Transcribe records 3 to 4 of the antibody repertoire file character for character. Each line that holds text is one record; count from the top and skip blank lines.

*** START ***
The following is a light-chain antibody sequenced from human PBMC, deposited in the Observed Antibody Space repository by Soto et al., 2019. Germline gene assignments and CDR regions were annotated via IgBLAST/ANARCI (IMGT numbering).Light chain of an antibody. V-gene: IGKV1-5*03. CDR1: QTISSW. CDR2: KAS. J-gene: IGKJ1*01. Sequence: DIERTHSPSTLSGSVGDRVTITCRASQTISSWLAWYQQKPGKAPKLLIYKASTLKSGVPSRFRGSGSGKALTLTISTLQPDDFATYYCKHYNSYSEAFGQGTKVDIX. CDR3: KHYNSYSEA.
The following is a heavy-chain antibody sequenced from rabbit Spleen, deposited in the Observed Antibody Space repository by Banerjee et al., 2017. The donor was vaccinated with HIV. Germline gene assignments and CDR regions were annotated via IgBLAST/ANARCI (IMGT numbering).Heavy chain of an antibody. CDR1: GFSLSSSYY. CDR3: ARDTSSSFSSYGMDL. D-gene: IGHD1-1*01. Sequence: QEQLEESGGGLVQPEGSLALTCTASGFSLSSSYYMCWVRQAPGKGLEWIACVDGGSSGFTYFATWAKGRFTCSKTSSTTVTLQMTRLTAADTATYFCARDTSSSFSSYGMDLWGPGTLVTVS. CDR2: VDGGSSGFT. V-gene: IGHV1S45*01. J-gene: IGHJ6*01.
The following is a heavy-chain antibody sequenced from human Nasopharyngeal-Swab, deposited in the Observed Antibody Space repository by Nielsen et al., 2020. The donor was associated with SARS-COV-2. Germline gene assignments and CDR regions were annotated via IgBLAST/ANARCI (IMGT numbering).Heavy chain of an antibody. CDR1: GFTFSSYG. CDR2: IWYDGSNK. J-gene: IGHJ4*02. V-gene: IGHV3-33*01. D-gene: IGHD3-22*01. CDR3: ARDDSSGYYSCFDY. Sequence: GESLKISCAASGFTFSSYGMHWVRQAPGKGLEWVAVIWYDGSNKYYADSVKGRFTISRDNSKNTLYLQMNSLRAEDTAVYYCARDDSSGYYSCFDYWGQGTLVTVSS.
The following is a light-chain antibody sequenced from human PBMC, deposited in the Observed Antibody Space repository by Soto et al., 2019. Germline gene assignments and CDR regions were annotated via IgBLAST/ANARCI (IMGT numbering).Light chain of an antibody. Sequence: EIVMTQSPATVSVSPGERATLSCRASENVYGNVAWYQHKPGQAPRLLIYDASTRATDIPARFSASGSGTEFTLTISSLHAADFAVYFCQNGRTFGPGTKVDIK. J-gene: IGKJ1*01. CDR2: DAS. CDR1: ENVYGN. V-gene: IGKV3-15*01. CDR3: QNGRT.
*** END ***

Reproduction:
The following is a heavy-chain antibody sequenced from human Nasopharyngeal-Swab, deposited in the Observed Antibody Space repository by Nielsen et al., 2020. The donor was associated with SARS-COV-2. Germline gene assignments and CDR regions were annotated via IgBLAST/ANARCI (IMGT numbering).Heavy chain of an antibody. CDR1: GFTFSSYG. CDR2: IWYDGSNK. J-gene: IGHJ4*02. V-gene: IGHV3-33*01. D-gene: IGHD3-22*01. CDR3: ARDDSSGYYSCFDY. Sequence: GESLKISCAASGFTFSSYGMHWVRQAPGKGLEWVAVIWYDGSNKYYADSVKGRFTISRDNSKNTLYLQMNSLRAEDTAVYYCARDDSSGYYSCFDYWGQGTLVTVSS.
The following is a light-chain antibody sequenced from human PBMC, deposited in the Observed Antibody Space repository by Soto et al., 2019. Germline gene assignments and CDR regions were annotated via IgBLAST/ANARCI (IMGT numbering).Light chain of an antibody. Sequence: EIVMTQSPATVSVSPGERATLSCRASENVYGNVAWYQHKPGQAPRLLIYDASTRATDIPARFSASGSGTEFTLTISSLHAADFAVYFCQNGRTFGPGTKVDIK. J-gene: IGKJ1*01. CDR2: DAS. CDR1: ENVYGN. V-gene: IGKV3-15*01. CDR3: QNGRT.